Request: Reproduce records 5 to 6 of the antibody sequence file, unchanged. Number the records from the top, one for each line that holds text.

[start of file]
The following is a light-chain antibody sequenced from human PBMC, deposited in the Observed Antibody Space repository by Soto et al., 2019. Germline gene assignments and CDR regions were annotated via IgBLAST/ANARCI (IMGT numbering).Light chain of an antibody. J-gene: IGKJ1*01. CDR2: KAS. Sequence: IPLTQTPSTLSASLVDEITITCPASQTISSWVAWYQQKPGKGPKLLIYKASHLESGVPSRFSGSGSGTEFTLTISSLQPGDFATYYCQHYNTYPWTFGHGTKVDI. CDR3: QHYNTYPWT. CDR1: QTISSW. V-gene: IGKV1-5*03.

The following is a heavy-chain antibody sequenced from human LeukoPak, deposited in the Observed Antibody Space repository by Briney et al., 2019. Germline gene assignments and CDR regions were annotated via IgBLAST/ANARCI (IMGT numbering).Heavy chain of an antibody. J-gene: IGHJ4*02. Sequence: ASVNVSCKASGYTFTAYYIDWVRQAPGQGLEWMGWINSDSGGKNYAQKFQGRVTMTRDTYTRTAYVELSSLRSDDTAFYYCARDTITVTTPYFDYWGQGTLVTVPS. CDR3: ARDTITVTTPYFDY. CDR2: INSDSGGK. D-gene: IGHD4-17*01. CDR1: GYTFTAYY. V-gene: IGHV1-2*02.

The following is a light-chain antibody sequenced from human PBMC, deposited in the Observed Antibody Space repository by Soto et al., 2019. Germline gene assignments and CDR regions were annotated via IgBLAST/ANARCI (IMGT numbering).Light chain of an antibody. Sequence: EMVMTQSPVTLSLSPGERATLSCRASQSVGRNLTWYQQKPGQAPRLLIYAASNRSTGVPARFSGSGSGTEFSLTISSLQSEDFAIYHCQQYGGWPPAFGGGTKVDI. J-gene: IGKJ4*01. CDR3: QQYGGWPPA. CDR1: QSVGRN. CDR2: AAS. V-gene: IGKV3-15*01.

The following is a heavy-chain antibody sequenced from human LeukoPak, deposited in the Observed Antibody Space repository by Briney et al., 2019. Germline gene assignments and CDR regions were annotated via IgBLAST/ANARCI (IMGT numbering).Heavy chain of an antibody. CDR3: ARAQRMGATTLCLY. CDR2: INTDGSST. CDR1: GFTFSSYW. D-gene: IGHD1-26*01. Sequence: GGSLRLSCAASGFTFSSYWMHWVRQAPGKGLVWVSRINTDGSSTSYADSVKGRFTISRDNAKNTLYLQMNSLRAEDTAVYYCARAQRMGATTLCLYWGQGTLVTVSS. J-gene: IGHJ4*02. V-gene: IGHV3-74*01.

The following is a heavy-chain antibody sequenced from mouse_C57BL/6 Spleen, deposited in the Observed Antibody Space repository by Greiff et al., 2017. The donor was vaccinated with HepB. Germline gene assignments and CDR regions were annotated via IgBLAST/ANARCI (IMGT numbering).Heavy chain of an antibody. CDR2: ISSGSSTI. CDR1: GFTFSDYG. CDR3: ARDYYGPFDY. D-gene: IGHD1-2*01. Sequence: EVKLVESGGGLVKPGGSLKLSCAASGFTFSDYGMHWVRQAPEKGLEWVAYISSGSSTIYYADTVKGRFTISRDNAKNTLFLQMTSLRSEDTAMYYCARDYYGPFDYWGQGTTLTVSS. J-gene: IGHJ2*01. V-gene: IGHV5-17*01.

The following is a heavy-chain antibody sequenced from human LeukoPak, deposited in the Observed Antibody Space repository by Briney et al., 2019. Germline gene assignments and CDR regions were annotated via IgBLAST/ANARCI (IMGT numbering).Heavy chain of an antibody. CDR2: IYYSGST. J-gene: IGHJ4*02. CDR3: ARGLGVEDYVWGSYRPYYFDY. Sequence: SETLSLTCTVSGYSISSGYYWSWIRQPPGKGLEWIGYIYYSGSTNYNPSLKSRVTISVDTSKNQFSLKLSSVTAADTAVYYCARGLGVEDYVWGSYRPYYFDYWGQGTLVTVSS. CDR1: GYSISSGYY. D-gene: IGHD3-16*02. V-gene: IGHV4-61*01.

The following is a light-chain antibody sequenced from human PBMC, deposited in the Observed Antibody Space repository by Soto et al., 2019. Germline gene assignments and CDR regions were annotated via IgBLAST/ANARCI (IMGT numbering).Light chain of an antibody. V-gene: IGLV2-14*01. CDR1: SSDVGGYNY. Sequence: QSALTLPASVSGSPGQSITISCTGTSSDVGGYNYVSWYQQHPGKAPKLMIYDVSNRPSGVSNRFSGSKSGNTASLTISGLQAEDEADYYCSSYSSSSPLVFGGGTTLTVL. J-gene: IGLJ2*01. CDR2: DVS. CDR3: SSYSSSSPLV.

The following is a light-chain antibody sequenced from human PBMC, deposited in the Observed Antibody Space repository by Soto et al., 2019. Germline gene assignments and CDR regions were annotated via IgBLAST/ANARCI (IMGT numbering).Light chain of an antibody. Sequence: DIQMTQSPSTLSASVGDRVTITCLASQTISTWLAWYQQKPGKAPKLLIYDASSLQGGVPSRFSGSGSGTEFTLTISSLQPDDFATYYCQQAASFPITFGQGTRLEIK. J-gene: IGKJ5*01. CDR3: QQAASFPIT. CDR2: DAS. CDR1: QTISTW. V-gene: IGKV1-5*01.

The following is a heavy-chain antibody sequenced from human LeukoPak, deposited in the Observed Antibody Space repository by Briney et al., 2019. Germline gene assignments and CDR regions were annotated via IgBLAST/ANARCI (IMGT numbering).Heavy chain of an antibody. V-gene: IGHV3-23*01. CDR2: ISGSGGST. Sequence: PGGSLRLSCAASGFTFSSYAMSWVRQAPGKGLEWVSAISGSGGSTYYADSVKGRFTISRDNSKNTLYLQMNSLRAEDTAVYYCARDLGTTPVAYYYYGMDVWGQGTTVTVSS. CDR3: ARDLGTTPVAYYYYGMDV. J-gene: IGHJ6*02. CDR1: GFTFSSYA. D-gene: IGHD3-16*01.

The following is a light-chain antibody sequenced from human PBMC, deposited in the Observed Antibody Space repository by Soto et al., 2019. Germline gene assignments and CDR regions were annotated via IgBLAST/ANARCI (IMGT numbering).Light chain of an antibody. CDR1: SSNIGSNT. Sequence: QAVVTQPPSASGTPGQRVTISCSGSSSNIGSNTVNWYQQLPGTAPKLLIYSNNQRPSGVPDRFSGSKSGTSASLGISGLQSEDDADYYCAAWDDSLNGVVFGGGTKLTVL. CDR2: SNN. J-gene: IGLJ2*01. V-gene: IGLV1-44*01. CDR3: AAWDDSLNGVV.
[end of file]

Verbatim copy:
The following is a heavy-chain antibody sequenced from mouse_C57BL/6 Spleen, deposited in the Observed Antibody Space repository by Greiff et al., 2017. The donor was vaccinated with HepB. Germline gene assignments and CDR regions were annotated via IgBLAST/ANARCI (IMGT numbering).Heavy chain of an antibody. CDR2: ISSGSSTI. CDR1: GFTFSDYG. CDR3: ARDYYGPFDY. D-gene: IGHD1-2*01. Sequence: EVKLVESGGGLVKPGGSLKLSCAASGFTFSDYGMHWVRQAPEKGLEWVAYISSGSSTIYYADTVKGRFTISRDNAKNTLFLQMTSLRSEDTAMYYCARDYYGPFDYWGQGTTLTVSS. J-gene: IGHJ2*01. V-gene: IGHV5-17*01.

The following is a heavy-chain antibody sequenced from human LeukoPak, deposited in the Observed Antibody Space repository by Briney et al., 2019. Germline gene assignments and CDR regions were annotated via IgBLAST/ANARCI (IMGT numbering).Heavy chain of an antibody. CDR2: IYYSGST. J-gene: IGHJ4*02. CDR3: ARGLGVEDYVWGSYRPYYFDY. Sequence: SETLSLTCTVSGYSISSGYYWSWIRQPPGKGLEWIGYIYYSGSTNYNPSLKSRVTISVDTSKNQFSLKLSSVTAADTAVYYCARGLGVEDYVWGSYRPYYFDYWGQGTLVTVSS. CDR1: GYSISSGYY. D-gene: IGHD3-16*02. V-gene: IGHV4-61*01.